And friends have brought cake and chocolate, exchanged at the gate – two metres apart – for eggs and plants. There were Easter eggs, too.  I grow tubby, and there is no-one to see. Hard to have the grace always to receive and accept, and not to be out and doing. I think of Calais where refugees now go without hot meals or the means to keep themselves safe, and where the clearances and brutality continue. Watch and pray, send money. It is so passive.

The fragrance of the rape field beside the house swirls round the garden, vying with the lilac. It has been the most poignant and beautiful of springs.

April 2020 will be remembered by us all. I can do nothing to alleviate the suffering that surrounds us, save to stay – obediently – at home, protect the NHS and save lives. Watch and pray.

March 2020

The past is a foreign country; they do things differently there.

“The only traffic I hear is ambulances,” said my daughter in London. In rural isolation here that stark sentence brings home the threat.

Writing anything at this time seems redundant, but life continues. The cycle of the year keeps turning.

A month of two halves. The first, a phoney war situation when nothing had changed, but a creeping awareness of menace coming closer, and with it that the scenes of deserted streets and overwhelmed hospitals and rows of coffins in makeshift mortuaries in Italy and Spain – then France -might soon be our own normality. The second, when suddenly it was upon us, with hundreds of new deaths reported every 24 hours, the populace confined to their homes, the elderly told to stay put for four months, and a government scurrying to catch up with what should have been done so much sooner.

New phrases are on everyone’s lips: lockdown, self-isolation, social distancing. “C19”  is no longer a shortened form for the nineteenth century, but something deadly which stalks us, waiting for one careless moment, one slip of our guard.

It seems somehow irrelevant to write of the ‘old’ normal.  The recent past, the beginning of March, seems long distant, as alien to our present way of being as that of a previous century. But maybe recording life and times is still important.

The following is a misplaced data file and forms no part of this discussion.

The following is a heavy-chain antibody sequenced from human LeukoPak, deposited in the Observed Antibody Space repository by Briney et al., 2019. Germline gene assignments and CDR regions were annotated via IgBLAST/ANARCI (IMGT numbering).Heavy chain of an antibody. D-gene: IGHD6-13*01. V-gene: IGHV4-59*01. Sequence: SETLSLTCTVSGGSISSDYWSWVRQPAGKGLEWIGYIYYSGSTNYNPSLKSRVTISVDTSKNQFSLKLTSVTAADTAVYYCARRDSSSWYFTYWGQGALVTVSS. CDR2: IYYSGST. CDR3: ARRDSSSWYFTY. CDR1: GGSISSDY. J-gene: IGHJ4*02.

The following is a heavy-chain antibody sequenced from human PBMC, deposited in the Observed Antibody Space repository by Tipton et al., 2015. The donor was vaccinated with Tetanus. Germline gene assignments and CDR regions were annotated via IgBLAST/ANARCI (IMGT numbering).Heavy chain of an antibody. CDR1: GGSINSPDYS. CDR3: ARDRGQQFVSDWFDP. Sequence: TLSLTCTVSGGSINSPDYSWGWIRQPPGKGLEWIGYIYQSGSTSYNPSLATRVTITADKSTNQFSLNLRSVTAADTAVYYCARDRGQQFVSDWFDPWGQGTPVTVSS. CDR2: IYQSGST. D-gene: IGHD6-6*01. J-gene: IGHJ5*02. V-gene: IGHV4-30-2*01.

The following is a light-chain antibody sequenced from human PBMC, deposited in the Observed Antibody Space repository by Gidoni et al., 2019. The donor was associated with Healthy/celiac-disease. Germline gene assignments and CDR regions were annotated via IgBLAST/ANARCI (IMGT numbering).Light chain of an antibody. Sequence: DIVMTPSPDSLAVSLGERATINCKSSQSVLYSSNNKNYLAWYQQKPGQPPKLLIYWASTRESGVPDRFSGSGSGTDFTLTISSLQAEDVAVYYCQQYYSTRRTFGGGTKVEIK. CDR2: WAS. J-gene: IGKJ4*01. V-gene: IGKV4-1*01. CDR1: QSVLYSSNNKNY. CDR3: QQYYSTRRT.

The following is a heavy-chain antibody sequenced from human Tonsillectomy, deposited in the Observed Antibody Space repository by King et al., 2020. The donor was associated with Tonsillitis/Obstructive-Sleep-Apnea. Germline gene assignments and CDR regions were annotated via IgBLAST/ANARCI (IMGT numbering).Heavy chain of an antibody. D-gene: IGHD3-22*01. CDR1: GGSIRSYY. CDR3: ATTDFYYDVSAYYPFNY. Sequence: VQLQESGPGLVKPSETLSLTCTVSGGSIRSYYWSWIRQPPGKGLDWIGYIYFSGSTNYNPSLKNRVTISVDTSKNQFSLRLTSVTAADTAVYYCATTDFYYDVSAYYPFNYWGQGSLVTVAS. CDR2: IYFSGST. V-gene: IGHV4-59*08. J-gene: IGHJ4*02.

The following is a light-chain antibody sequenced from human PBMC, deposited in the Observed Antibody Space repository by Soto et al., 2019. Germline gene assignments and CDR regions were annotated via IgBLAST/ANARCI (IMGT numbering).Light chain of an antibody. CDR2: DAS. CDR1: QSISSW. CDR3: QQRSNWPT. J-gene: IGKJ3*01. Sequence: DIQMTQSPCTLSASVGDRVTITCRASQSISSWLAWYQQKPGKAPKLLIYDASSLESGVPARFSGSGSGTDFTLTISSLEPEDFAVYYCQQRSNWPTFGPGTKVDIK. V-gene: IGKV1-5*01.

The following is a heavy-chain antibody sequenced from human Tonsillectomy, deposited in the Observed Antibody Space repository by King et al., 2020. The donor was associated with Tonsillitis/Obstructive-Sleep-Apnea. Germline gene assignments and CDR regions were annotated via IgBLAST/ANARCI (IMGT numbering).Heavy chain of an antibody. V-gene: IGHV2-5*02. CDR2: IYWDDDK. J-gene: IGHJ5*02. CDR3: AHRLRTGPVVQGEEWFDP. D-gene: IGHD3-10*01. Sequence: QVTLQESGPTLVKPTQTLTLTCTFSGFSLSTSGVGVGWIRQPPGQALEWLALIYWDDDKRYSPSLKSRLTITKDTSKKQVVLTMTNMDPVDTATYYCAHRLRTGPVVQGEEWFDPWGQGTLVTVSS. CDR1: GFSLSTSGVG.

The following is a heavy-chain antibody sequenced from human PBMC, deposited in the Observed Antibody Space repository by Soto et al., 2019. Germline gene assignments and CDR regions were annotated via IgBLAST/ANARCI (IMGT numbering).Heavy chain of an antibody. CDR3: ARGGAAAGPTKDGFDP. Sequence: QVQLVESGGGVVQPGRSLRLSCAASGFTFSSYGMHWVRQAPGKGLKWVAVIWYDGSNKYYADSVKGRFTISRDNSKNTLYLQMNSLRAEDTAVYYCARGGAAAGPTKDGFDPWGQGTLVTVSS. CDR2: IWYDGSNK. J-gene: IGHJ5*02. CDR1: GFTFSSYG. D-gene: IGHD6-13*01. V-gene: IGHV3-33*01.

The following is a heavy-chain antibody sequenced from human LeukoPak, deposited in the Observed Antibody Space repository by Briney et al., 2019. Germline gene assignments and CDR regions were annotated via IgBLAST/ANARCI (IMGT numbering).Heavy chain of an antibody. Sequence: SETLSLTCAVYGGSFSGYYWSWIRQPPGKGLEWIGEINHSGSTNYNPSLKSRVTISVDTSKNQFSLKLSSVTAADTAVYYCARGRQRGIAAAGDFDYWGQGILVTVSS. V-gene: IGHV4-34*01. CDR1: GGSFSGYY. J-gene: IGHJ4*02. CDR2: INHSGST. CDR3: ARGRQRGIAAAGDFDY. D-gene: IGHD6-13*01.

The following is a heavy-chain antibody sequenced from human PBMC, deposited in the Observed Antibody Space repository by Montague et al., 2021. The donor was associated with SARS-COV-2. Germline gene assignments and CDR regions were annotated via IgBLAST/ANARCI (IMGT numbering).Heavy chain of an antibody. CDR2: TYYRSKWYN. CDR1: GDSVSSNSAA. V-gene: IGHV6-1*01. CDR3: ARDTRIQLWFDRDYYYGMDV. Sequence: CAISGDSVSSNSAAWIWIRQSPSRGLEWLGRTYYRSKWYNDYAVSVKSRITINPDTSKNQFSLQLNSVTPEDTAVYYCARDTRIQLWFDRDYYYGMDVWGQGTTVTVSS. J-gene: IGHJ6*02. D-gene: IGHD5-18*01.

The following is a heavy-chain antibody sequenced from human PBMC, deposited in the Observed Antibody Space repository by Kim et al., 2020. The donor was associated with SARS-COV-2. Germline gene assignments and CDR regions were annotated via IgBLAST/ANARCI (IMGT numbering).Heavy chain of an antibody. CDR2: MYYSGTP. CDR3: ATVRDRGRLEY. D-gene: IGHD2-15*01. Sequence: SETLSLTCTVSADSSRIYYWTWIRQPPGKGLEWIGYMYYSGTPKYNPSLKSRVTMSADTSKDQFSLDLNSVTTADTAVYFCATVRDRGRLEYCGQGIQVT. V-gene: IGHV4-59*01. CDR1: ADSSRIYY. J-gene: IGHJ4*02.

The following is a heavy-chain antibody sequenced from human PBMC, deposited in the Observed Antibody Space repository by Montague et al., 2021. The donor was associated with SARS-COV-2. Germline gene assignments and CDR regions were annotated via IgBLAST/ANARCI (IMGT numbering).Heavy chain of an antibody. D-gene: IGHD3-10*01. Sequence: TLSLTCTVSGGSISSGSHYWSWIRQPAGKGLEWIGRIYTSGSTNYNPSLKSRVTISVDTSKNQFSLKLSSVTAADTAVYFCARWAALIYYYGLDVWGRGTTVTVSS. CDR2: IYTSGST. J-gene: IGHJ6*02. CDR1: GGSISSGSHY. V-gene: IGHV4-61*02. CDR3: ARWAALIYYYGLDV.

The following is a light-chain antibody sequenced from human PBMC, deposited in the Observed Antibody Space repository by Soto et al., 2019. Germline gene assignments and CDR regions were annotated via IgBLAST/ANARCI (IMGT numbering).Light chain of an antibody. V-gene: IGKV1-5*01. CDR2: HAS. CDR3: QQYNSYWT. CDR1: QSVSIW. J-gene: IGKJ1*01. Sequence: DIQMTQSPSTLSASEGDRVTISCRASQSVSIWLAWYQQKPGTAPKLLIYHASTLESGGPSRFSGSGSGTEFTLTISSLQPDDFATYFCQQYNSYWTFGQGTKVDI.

The old normal

In like a lion came March, with tempests of wind and even more rain – a continuation of our dark and drenched winter. Work took me to France the first weekend of the month. As Eurostar sped me to Paris, and another sleek and  smooth TGV raced me to Reims, I saw fields under water and trees down as they were in England, the similarities smoothing out the shock of the speed of travel.

France, ahead of the UK in its number of Covid-19 infections, was definitely nervous. No-one shook hands; no-one kissed; Friday night restaurants and bars were nearly empty; hand sanitiser was much in use. I felt compelled rather self-consciously to wipe down the seat tray and arm rest of the trains.

Despite the advancing virus, the meeting in Reims went ahead. I was there as an observer, representing my organisation, and made a brief speech presenting it, with many expressions of fraternity in this post-Brexit age. I was treated royally, which was quite humbling – and surprising, given the usual French jibes of “Who burned Joan of Arc?” when faced with the English. Champagne apéritifs, dinner, lunch, a private tour of the cathedral and Art Deco Carnegie Library. Walking along a street past the Archbishop’s former residence I caught sight of a knocker on the main door…I wonder if some frustrated former archbishop commissioned it specially…

The Archbishop’s knocker

That same week I went to a talk in a neighbouring village about owls. Owls, I learned, are now big business, farmed like puppies as must-have accessories and pets, thanks to the popularity of Harry Potter and Hedwig, his snowy owl. The tame talking owl Archimedes, belonging to Merlin in T.H. White’s “The Sword in the Stone,” is surely a prefiguring of Hedwig.

My childhood reading of this book gave me a love of owls, and hence I went to this talk. Alas, children discover that the owl their parents were persuaded to purchase is no Hedwig, and must be cared for. Thus many end up in sanctuaries, and cannot be released into the wild. A barn owl and a tawny owl were present to illustrate the talk. On my walks I see many barn owls hunting silently in the twilight of dawn and dusk, and I hear tawny owls most nights, but I had never come so close.

I was allowed to hold the barn owl, and stroke her softly with the back of my finger. My reaction to her beauty and to her proximity surprised me. I had to fight back tears.